Holli–
        I hope you enjoyed Maui! It sounds tremenjously exciting. I think I saw you mention it on the Creatives group.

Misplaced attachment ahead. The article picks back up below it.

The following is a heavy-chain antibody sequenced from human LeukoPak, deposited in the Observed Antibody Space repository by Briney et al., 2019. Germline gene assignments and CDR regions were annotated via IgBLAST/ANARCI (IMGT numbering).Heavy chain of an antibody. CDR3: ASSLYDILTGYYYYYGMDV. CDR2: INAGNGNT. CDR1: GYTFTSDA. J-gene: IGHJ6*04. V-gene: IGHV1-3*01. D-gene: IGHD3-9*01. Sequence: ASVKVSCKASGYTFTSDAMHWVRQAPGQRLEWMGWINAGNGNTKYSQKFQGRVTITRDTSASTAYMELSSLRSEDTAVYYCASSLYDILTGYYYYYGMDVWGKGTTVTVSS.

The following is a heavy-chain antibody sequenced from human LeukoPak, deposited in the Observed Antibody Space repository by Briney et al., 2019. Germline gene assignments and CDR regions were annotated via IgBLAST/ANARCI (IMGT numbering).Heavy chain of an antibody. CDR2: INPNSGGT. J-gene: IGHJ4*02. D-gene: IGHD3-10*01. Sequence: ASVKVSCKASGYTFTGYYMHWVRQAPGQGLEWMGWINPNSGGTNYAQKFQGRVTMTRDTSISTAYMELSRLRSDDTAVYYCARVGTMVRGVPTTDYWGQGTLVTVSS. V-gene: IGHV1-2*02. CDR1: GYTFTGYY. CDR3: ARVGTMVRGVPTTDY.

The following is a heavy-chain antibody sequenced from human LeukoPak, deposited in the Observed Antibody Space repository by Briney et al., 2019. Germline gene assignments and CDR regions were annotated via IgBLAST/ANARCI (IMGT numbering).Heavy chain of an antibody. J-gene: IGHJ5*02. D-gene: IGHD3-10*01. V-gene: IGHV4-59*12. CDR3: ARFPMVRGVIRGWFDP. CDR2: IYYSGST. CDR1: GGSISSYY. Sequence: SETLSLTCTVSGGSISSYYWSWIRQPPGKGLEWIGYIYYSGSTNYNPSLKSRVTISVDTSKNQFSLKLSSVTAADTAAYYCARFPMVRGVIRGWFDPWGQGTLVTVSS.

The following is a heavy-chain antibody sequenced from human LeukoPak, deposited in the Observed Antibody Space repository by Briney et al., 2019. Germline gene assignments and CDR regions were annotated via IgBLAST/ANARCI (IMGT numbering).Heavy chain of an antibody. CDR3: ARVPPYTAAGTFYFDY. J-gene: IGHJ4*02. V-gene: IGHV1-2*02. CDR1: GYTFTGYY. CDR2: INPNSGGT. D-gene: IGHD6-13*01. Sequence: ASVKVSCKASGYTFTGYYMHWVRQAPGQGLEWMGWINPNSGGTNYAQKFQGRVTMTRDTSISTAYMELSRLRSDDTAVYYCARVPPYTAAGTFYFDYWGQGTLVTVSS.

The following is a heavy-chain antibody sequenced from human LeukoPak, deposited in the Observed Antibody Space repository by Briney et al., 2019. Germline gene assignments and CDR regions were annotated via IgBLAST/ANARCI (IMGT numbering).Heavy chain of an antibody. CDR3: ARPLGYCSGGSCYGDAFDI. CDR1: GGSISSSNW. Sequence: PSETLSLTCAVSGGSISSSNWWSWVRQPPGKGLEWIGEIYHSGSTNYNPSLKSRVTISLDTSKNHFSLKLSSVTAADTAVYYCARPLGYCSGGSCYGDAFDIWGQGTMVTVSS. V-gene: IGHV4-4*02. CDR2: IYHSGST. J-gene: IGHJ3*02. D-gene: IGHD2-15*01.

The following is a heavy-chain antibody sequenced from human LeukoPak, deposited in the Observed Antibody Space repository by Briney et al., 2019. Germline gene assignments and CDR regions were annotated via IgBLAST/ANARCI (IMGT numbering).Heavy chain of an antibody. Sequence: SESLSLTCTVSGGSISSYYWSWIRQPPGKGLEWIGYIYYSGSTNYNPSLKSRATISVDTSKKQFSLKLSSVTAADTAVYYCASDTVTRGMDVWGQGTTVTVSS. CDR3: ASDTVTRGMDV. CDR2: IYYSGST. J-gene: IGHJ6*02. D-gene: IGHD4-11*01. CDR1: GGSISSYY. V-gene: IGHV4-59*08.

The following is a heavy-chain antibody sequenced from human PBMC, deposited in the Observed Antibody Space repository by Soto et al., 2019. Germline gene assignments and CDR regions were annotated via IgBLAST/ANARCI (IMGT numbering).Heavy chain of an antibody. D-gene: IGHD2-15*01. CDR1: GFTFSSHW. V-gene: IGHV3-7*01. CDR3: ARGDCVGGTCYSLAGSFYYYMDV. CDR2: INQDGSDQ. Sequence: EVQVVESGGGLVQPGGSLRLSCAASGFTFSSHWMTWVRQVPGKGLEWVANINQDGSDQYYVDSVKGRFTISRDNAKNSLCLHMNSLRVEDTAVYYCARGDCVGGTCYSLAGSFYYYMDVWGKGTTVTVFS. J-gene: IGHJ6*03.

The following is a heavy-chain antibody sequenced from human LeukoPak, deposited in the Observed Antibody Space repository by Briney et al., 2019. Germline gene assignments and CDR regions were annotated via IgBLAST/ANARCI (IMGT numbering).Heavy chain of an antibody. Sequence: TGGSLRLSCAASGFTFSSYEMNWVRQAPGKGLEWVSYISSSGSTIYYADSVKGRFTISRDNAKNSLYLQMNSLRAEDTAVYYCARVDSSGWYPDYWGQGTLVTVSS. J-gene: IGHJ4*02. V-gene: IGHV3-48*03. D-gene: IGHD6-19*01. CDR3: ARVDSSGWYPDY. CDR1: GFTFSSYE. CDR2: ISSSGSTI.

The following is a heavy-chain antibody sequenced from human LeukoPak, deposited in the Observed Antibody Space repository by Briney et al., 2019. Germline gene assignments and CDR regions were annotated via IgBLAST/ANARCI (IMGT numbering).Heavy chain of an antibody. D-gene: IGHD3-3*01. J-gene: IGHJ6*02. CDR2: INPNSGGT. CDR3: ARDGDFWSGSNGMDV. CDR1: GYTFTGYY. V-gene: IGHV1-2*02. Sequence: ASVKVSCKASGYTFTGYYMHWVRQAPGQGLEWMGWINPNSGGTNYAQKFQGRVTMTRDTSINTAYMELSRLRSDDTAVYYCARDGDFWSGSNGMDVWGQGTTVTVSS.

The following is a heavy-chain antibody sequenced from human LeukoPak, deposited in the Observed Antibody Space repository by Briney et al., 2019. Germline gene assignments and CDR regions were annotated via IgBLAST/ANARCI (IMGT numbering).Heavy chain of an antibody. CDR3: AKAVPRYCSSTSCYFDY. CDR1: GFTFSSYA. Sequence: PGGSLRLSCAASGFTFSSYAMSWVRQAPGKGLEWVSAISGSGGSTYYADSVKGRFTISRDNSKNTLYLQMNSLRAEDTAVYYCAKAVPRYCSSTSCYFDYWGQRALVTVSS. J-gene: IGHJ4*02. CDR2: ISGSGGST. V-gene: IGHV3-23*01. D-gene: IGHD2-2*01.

I’m really annoyed at how smug my comments sounded. Like, “I have it all together–I don’t know why you guys don’t!”–ugh. I definitely didn’t mean it that way. I don’t have it all together! I have had my struggles with anxiety and depression; I feel I have made great strides. In fact, I weirdly was given reason, recently, to be grateful for having had those struggles. (long story–happy to share any time but don’t want to lose the thread)–But the memory of those things (depression, anxiety) never leaves one. But that’s only the beginning of not having it all together! I’m not sure how organized my life is–it feels like it should be more organized but I’m fucking fed up with shoulds!–although I honestly would love to discover the secret–the secret that works for me, someone else’s secret that works for them that I can steal, any secret in sight!–to being more productive. A long time ago I stepped off the “overachiever” bandwagon–and I am so very glad I did–and I now live from a more organic place. And I’m so proud of it–hardest/ bravest thing I’ve ever done–was to listen to my inner voice and stop living according to others’ standards of success. I feel more whole–but damn–I’ve lost the knack of making myself be productive. (Or–hopeful thought–maybe I’m in the agonizingly slow… but ultimately successful… processof rediscovering that knack–but from a more whole, organic, life-giving place?! I really really hope so. I try to pay attention to the way I use words–not to say to myself, “I always do this or that negative thing–and always will.” I try to use language that gives my subconscious some hope. So I feel stuck and have for a long long time… But instead of saying, “I’ve lost the knack of making myself be productive and haven’t had it for years and it’s hopeless”– perhaps I’m moving in a good direction–productivity coming from a more compassionate and congruent place?–and haven’t seen it yet? Something hopeful like that. Although honestly I would love to find a way to laze and podcast-listen my way into productivity. Does seeing all of Top Chef prepare one for greatness?)